Two years ago, when Imane Merga won at the last IAAF World Cross country Championships, it was a slight surprise to many people as the Ethiopian had a reputation for competing well on the track but rarely winning.
He was only an outside bet for a medal in Punta Umbria and probably almost nobody's favourite for gold. Now the spotlight is on him.
In addition to a 10,000m bronze medal at the 2011 IAAF World Championships, his winter performances have made him among the leading candidates to win the coveted senior men's title on Sunday (24).
“Last summer was a disappointment. I had some slight injuries in July and lost my chance to go to the Olympics, but since November I have been steadily improving,” the 24-year-old runner modestly told the IAAF last week.
He won at the high-quality IAAF Cross Country Permit meeting in Atapuerca, near Burgos, in Spain last November and then took the honours at the famous Boclassic road race in Bolzano, Italy, on New Year’s Eve.
Although he dropped out of the Ethiopian trials last month, Merga just put this down to over-training and high mileage.
“I have been having some excellent training sessions, I've been going very well, so I will go to Poland feeling very confident of what I can do there,” he added.
By his own admission, back in 2011 cross country was hardly his favourite surface. However, a lot has changed in the intervening 24 months.
What pundits will be aware of though is that Merga’s best cross country results have come on dry courses and often in relatively hot weather. His two previous World Cross Country Championships outings – he was also seventh as a junior at the 2007 event in Mombasa – were in exactly those sort of conditions.
By contrast, the runners in Bydgoszcz are expected to have to compete in sub-zero conditions, and perhaps on a slippery or frozen course after several days of snow falling on the Polish city.
However, the conditions will be the same for everyone and as nearly all the other expected medal contenders come from East Africa, there will inevitably be the widespread feeling that the runners from the Rift Valley and beyond are a long way from home.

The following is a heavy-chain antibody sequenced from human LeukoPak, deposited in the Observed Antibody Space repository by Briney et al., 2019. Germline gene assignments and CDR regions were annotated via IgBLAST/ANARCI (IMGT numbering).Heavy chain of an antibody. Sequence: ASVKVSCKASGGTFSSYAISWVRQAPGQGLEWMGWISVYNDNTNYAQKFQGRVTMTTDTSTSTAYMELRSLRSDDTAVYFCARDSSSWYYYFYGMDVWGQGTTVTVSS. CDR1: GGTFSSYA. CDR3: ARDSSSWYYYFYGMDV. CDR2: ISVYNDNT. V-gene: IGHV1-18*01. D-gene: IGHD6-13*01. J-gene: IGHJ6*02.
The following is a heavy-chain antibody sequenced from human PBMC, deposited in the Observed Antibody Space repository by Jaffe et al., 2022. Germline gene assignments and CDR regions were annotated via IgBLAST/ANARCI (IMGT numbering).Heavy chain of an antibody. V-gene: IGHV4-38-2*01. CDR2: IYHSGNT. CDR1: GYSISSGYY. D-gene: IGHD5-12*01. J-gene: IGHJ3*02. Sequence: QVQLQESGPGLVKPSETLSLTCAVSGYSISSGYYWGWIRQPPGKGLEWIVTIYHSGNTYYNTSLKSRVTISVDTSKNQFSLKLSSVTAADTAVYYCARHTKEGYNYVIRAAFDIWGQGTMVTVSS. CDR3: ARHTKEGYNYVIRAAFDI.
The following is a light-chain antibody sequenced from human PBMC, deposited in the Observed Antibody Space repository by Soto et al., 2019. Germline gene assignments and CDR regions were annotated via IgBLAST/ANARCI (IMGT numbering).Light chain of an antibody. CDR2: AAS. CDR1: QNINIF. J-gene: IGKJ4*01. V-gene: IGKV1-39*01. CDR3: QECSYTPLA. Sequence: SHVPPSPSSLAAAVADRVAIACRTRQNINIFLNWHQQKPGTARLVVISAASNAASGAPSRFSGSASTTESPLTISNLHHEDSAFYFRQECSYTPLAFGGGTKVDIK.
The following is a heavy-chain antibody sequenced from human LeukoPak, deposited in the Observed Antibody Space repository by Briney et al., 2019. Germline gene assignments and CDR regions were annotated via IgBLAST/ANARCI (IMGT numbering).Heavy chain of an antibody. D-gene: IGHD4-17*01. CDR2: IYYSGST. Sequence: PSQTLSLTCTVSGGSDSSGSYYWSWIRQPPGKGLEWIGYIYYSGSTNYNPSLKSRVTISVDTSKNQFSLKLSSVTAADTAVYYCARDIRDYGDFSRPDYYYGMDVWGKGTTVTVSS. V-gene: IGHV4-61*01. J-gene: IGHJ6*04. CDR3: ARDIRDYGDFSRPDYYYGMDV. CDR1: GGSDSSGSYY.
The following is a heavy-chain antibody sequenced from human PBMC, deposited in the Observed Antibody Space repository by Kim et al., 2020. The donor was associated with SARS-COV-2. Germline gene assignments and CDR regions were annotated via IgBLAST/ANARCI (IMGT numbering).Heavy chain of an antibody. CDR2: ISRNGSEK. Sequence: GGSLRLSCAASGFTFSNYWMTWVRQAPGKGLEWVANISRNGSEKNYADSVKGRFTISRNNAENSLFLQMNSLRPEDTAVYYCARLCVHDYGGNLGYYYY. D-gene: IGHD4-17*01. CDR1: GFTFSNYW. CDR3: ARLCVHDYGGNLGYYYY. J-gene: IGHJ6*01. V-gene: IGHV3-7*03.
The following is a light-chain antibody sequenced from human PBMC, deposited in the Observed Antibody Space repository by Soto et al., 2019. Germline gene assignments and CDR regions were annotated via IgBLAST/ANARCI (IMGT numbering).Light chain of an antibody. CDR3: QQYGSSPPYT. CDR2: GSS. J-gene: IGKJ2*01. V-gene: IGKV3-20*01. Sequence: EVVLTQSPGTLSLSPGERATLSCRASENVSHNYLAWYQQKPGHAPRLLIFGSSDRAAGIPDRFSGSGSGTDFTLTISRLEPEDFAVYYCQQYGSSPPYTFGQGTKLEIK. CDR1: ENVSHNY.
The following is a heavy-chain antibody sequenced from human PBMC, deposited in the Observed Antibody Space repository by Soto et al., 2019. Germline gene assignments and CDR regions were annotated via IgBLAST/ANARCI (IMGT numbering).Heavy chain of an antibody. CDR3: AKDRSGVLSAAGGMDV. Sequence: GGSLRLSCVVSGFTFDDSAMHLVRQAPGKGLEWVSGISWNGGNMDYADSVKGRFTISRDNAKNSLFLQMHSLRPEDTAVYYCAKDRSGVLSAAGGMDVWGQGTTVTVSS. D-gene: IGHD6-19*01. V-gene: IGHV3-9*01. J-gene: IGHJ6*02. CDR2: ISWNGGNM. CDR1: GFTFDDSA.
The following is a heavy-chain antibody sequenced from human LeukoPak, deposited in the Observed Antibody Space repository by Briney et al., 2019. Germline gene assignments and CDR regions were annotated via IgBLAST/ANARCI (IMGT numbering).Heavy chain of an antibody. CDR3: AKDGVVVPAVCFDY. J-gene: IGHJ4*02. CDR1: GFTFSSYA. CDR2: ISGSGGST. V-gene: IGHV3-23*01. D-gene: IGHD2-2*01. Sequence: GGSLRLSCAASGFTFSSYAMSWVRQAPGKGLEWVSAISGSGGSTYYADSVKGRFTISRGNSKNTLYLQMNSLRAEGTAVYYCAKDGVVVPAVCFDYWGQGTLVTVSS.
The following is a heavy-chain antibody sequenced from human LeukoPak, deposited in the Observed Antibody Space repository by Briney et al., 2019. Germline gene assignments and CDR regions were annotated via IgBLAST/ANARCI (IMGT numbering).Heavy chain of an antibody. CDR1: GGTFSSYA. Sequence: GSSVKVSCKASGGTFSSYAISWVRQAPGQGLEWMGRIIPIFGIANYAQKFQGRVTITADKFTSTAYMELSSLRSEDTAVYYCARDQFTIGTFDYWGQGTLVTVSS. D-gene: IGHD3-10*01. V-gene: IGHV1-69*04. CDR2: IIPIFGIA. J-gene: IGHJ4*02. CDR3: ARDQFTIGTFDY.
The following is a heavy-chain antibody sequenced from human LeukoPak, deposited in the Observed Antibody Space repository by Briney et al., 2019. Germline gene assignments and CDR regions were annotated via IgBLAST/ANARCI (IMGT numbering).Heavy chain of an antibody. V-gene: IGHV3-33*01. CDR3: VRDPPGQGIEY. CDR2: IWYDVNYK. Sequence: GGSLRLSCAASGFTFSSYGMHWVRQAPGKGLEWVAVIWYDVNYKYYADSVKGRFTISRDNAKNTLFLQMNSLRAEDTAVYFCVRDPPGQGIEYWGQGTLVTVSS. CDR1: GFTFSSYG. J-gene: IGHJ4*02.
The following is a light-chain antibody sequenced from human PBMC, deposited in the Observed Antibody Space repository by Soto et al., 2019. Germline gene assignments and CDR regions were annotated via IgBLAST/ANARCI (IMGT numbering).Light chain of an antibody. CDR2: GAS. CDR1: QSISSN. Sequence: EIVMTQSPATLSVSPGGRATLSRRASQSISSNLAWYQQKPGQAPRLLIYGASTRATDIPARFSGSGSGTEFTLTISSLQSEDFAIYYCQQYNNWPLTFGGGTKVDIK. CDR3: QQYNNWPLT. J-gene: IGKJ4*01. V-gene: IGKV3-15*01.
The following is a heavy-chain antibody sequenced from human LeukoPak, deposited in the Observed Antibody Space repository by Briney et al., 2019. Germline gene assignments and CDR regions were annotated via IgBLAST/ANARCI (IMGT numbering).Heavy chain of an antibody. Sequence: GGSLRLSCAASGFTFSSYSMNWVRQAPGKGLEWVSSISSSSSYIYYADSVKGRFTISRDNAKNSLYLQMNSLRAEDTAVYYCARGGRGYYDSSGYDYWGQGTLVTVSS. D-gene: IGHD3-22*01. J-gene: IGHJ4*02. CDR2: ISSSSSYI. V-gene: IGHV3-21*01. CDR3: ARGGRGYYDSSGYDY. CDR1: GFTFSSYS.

Ethiopia has named a strong squad that also includes the top class marathon runner Feyisa Lilesa, who showed that he is in shape to contest shorter distances with aplomb when he won the Ethiopian trials race last month.
Traditional rivals Kenya have chosen a team which will certainly be competitive but has little experience at the very highest level. Only two of their six-man team has competed in the championships before.
Hosea Macharinyang has competed in seven of the last eight championships and will be keen to finally make the podium after six top-10 finishes without managing to get an individual medal. Meanwhile Japheth Korir raced twice in the championships as a junior in 2009 and 2010, finishing fifth and third respectively.
However, a lot of eyes will be on the surprise Kenyan trials winner Philemon Rono, who will be competing in his first major international championship.
Rono, 22, could only finish eighth in the Kenyan Police Championships a month before the national trials, and barely made his profession’s team for Kenya’s top domestic race, but the policeman then completely upset the formbook in Nairobi last month and left many of the better-known names in his wake.
Uganda and Eritrea have had men among the medals in recent editions of the championships and have some familiar names in their teams again.
Moses Kipsiro remembers Bydgoszcz well after winning a bronze medal when the city last staged the championships three years ago. He also won a silver medal in 2009 and could challenge again after looking in fine form when winning at the Ugandan trials last month.
Teklemariam Medhin, the silver medallist in 2010, is the main name in the Eritrean team.
Still just 23, Medhin finished seventh in the 10,000m at the London 2012 Olympic Games last summer and, more recently, won the famous and consistently classy January cross-country race in the Spanish city of San Sebastian.
In addition to Merga and Macharinyang, one other top-10 finisher from 2011 returns to the fray in Poland – Bahrain’s Hasan Mahboob Ali, who finished ninth in Punta Umbria.
It seems highly likely that Kenya and Ethiopia will contest the men’s gold and silver team medals. Kenya’s senior men have won the team title every year since 1986 apart from a two-year hiatus in 2004 and 2005 when Ethiopia took the honours.
Three years ago in Bydgoszcz, Eritrea usurped Ethiopia to take the team silver medals for just the second time and they will be bidding to reach that rung on the podium again, although they are more likely to be battling for the bronze medals with Uganda.
Phil Minshull for the IAAF